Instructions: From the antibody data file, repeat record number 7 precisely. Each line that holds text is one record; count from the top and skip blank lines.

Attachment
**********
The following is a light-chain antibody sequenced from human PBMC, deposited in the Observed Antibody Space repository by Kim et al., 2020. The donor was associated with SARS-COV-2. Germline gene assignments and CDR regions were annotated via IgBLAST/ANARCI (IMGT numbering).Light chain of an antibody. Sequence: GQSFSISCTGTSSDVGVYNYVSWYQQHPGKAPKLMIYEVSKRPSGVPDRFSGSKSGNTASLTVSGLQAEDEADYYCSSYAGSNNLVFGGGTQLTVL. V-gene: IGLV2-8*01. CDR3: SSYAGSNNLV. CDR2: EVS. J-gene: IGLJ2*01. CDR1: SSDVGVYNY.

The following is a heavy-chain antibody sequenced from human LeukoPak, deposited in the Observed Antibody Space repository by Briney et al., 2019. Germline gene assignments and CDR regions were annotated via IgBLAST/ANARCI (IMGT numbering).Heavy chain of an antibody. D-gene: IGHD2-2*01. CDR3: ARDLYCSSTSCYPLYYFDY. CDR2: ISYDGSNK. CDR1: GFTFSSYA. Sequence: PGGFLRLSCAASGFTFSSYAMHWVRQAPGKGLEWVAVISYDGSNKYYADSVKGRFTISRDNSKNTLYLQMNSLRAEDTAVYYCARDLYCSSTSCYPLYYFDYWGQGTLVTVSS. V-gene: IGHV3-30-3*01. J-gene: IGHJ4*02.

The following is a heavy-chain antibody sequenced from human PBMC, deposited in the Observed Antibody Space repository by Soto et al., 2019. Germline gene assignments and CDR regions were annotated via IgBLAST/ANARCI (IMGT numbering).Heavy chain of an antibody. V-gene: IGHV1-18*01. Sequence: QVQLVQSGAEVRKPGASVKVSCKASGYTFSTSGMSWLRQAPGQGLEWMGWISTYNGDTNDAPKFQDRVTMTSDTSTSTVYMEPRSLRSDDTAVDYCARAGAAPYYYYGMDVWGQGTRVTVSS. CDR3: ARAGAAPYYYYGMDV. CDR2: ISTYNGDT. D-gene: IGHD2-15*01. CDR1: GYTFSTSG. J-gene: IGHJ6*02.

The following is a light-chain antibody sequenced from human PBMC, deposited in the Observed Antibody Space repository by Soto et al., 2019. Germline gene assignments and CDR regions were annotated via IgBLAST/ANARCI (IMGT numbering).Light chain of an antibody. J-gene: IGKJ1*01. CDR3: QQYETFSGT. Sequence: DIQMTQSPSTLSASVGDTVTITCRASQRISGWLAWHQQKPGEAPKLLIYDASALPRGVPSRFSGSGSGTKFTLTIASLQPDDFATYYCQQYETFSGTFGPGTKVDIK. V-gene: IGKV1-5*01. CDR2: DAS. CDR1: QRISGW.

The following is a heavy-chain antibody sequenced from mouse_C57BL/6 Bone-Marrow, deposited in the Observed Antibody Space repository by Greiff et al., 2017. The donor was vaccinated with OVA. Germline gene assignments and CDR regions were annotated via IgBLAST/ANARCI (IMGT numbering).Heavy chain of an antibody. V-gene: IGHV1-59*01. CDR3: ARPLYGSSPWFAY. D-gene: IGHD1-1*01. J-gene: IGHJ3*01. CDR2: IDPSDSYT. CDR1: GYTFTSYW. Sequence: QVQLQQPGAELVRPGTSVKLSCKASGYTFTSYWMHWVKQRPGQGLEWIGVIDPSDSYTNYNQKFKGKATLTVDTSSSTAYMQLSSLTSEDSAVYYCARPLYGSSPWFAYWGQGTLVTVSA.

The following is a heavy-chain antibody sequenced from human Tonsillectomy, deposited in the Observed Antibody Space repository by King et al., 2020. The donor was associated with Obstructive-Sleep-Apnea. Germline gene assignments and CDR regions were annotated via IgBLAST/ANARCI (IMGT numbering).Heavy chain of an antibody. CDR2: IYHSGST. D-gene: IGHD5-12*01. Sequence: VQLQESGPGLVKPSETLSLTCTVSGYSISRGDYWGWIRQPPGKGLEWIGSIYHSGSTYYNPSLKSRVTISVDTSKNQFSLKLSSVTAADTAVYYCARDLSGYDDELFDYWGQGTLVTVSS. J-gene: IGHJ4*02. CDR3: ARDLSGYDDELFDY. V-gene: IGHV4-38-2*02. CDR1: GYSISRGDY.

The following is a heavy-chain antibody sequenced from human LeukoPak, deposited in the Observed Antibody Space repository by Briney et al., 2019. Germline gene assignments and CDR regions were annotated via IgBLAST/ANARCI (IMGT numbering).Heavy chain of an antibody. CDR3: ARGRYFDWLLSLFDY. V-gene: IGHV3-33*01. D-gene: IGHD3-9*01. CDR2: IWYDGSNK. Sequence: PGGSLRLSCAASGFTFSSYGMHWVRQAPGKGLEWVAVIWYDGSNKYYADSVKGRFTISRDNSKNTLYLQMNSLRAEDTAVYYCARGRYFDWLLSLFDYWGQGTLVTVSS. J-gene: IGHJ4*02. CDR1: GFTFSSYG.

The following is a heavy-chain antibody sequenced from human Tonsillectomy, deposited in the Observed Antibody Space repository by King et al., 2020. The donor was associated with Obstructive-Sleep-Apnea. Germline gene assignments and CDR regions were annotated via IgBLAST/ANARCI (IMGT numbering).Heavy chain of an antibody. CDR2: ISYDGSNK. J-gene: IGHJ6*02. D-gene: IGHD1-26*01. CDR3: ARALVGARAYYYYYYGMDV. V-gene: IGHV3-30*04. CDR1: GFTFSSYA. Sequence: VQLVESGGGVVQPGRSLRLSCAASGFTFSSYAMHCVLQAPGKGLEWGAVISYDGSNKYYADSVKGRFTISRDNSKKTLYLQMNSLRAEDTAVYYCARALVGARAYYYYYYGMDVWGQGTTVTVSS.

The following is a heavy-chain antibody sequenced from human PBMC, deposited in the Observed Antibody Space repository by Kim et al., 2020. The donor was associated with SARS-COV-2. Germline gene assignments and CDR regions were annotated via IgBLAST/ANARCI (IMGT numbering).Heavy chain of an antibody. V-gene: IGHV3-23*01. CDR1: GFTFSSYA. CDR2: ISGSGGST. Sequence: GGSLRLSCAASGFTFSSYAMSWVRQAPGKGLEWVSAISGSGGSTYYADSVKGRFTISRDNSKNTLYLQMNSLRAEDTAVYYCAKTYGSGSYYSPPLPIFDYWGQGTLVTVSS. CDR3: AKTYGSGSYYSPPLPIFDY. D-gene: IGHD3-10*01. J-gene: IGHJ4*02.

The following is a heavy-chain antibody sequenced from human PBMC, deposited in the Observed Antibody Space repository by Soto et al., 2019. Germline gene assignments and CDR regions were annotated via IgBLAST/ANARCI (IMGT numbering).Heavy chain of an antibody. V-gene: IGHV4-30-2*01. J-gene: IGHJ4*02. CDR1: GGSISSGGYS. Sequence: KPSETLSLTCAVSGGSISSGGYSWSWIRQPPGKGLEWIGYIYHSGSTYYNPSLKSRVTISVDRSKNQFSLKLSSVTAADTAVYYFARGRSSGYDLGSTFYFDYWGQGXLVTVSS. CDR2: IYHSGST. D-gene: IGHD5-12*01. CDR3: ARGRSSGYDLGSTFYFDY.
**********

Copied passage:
The following is a heavy-chain antibody sequenced from human LeukoPak, deposited in the Observed Antibody Space repository by Briney et al., 2019. Germline gene assignments and CDR regions were annotated via IgBLAST/ANARCI (IMGT numbering).Heavy chain of an antibody. CDR3: ARGRYFDWLLSLFDY. V-gene: IGHV3-33*01. D-gene: IGHD3-9*01. CDR2: IWYDGSNK. Sequence: PGGSLRLSCAASGFTFSSYGMHWVRQAPGKGLEWVAVIWYDGSNKYYADSVKGRFTISRDNSKNTLYLQMNSLRAEDTAVYYCARGRYFDWLLSLFDYWGQGTLVTVSS. J-gene: IGHJ4*02. CDR1: GFTFSSYG.